"It takes a village" is the title of a page listing key personnel of the Seward Project that will appear at the project's website. Slaughter is quick to credit the often unsung heroes of this team effort. They include Joshua Romphf, Lisa Wright, Blair Tinker, and Jeff Suszczynski — the computer programmers and data specialists who work for or with the Digital Humanities Center to build the web sites and supply the coding for the Seward Project and others, including Mike Jarvis' Smiths Island archaeological study and Joanne Bernardi's Re-envisioning Japan digital website, both of which were recently featured in Research Connections.

"He's indispensable," Slaughter says as he walks past Romphf's desk. "We couldn't do this without Josh."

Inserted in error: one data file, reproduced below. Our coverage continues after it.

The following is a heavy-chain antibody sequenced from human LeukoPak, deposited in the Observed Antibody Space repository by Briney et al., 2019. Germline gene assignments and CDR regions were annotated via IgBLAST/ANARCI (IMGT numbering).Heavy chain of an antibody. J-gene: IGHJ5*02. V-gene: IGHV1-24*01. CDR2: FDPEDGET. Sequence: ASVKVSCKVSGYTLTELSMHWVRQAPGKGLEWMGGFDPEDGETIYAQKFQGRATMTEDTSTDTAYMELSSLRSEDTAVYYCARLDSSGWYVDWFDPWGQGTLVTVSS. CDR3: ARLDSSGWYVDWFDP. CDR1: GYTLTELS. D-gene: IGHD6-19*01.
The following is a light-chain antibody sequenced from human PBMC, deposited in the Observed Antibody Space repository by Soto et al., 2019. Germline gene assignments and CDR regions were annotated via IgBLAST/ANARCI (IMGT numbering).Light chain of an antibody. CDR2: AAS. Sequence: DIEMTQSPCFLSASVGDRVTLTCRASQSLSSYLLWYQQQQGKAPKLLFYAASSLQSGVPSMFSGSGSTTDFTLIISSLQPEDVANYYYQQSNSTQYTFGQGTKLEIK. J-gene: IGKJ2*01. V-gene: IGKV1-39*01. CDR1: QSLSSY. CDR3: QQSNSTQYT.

At the heart of this project are the students themselves. "I'm incredibly enthusiastic about this project because the students are so infectious in their enthusiasm," Slaughter said. "I've seen them connect in a way I've never seen students connect before."

Serenity Sutherland, a History PhD student, serves as Transcription and Annotation Manager for the project. ""It's cool to envision an end user while you're transcribing a letter," she says, "and wonder what they will think about the cool story I just found, and whether they will appreciate it in the way I do."

Need data? Libraries offer data purchase program

The River Campus Libraries invite University faculty, academic professionals, and students to request purchases of numeric and spatial datasets to support their teaching and research. The data will be available as part of the libraries' collections. To make a request, please contact, or click here.

AS&E launches redesigned research website